Twenty-Fifth Sunday in Ordinary Time - Year A
Bishop Untener's Homily
When this Gospel comes up every three years, it always makes me think of my sister, Alice. She was the fifth of the nine children in the Untener family (I was the seventh). This is the Gospel I chose for her funeral. When I told my family that this was the Gospel passage I was going to use, they thought I had lost my mind. It's a passage people generally don't like. They're usually on the side of the fellows who worked all day in the heat, and then got paid the same as the others who worked only an hour.
Well, it all depends on whose shoes you're in.
Now the reason I chose it for Alice's funeral is because she had a whole string of bad breaks in her life. Alice was a lively person, who laughed and sang a lot and was an asset to any party. She dropped out of college because, as she said, it wasn't her thing. She loved to cook and she loved housekeeping, and she wanted to get married and have children. So, she went out and got a job.
Then, when she was 19 years old, she was attacked one summer day when she had decided to walk to work. Although it didn't show right away, she was never the same again. After a while she started to have seizures of some strange sort, and it made it difficult for her to keep a job. But she managed.
She went to night school to learn how to become one of those court reporters who sit there during a trial and transcribe onto this special machine every word spoken during a trial.
And then, when she was in her early 30's, she was diagnosed with lupus. It gradually began to affect the ligaments in her body, and her fingers started to get gnarled, which made it difficult for her to work as a court reporter.
And then, she couldn't work anymore, and couldn't drive a car. She spent a most of her time at home. And then she died.
Because of Alice, I saw this Gospel in an entirely different light. Which is harder? To work hard all day? Or to want a job and not get one? I think it comes out about even, which, as you recall, is how the owner of the vineyard paid his workers.
Which is harder? To get married and deal with all the challenges and struggles of married life and raising children? Or to want to get married and get left on the sidelines? I guess it comes out about even, which is how the owner of the vineyard paid his workers.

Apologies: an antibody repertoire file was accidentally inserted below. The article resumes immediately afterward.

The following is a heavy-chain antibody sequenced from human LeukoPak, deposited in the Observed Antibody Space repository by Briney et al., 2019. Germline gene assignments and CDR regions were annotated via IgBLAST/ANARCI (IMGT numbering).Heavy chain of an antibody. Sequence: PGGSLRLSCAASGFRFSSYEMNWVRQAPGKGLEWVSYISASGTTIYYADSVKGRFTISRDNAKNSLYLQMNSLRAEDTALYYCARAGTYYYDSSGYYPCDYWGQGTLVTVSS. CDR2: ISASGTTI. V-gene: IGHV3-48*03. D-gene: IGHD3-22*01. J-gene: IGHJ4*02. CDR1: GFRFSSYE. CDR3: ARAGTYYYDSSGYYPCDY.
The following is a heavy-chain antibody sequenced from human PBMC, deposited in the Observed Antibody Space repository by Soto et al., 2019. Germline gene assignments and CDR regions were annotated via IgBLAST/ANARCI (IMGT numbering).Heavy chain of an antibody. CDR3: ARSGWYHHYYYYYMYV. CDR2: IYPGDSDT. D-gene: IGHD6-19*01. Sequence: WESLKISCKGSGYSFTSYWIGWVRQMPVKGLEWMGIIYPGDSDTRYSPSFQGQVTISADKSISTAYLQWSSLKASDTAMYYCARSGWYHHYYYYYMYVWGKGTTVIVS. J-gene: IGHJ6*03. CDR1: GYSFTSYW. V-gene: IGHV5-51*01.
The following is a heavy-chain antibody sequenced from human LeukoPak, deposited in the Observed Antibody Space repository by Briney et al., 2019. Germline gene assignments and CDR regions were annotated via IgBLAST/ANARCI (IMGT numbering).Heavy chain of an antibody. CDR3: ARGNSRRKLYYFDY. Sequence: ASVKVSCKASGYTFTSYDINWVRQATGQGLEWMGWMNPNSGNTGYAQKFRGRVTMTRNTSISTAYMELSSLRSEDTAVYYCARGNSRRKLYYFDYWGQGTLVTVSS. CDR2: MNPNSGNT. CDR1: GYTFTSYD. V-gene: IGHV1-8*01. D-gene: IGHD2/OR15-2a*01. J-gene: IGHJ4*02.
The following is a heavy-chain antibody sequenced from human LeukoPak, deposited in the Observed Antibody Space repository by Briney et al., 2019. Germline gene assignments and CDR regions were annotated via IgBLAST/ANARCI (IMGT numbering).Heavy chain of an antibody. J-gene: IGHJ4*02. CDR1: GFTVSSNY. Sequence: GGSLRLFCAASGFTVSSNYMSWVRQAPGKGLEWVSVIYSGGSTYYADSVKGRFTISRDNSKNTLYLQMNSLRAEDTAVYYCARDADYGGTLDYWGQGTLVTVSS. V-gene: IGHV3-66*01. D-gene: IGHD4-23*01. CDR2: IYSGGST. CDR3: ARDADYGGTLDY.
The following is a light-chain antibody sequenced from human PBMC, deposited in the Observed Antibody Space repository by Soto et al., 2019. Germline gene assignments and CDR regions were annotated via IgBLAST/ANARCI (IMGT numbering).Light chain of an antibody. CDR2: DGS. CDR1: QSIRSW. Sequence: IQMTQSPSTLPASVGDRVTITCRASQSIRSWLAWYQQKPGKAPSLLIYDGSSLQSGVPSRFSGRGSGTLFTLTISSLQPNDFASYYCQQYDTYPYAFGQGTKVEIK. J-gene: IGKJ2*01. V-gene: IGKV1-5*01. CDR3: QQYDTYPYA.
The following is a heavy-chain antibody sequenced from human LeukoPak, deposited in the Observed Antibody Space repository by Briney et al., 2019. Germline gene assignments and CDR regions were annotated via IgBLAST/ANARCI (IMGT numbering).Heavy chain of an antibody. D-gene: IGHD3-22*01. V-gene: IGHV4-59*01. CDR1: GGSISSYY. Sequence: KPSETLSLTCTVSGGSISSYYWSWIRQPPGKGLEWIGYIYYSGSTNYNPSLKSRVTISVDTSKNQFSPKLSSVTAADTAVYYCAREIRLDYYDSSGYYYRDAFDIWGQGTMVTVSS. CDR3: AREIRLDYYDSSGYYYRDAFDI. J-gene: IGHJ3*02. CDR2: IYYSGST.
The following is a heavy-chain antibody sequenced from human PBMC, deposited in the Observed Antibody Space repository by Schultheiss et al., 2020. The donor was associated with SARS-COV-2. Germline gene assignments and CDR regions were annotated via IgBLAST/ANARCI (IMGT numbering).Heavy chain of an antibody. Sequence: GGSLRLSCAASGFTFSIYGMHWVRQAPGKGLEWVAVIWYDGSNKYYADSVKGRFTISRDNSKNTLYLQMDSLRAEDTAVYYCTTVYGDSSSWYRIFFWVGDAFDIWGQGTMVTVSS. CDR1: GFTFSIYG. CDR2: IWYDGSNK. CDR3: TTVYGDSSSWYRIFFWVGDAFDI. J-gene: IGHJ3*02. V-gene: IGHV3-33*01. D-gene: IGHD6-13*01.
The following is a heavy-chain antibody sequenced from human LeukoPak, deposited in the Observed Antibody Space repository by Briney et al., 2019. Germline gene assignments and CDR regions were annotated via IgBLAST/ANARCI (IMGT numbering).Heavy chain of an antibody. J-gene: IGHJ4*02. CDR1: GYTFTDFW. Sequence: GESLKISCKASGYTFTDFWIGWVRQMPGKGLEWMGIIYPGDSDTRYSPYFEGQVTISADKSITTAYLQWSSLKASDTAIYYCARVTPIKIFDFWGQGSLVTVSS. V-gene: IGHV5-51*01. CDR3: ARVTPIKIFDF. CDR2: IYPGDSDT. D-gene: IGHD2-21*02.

Which is harder? To earn your wages by the sweat of your brow? Or to want to work, but end up on welfare? I think it comes out about even, which is how the owner of the vineyard paid his workers.
You could think of a whole string of questions like that. For example, is it harder to struggle through a difficult marriage...or end up divorced? I don't know. Is it harder to be talented, gifted with a good mind, and have to live up to high expectations... or to have limited abilities and never rise to a level where you have heavy responsibilities? I don't know. Is it harder to have an emotional disorder and feel like a blot on society... or to have a healthy psychosocial make-up and deal with all the challenging demands of normal life? We could add a lot more of those "which is harder" questions.
We should be grateful to Jesus for this parable. He has revealed to us that we have a gracious God, who understands... who reads hearts and not just time cards or popularity polls. We are grateful to have a God who measures effort, not just accomplishments. We are grateful that we have a God who looks at who we are and not simply what we produce.
We're celebrating today the installation of a new pastor, and that sets us thinking about what a pastor is meant to be, and what a parish is meant to be. A parish is nothing less than the Body of Christ, because the Risen Christ pours his Spirit upon us. A parish is a place where all God's children are welcome, a community that recognizes that everything is ultimately a gift from God and we don't really earn anything. A parish is a community that comes together and supports one another in our effort to live a good life. A parish is a community that makes present and visible right here in this time and place the gracious, inclusive, forgiving, understanding love of God... for everyone. A parish is a community that is a sign of hope to people who don't have much hope... a community that is kind to people who often aren't dealt with very kindly. A parish is a community that reaches out to the rich and the poor, and everyone in between. A parish is a group of people who realize that they have been on the receiving end of God's love, and who trying to be on the giving end of that same love.
A parish is a strange and wonderful community that takes to heart the words God spoke through the prophet Isaiah in our first reading: "As high as the heavens are above the earth, so high are my ways above your ways and my thoughts above your thoughts." A parish is a community that tries to express to one another and to the world God's thoughts and God's ways, even if God's thoughts and God's ways seem strange to the world.
We can look back over the years and tell stories of how this parish has tried to do that. And we can look ahead to ways we want to do that in the years to come.
May we all take to heart this parable of the workers in the vineyard, and celebrate God's gracious love for us, and extend that same love to the world around us. It's what a parish is meant to be... and what a parish is meant to do.
Originally given on September 26, 2002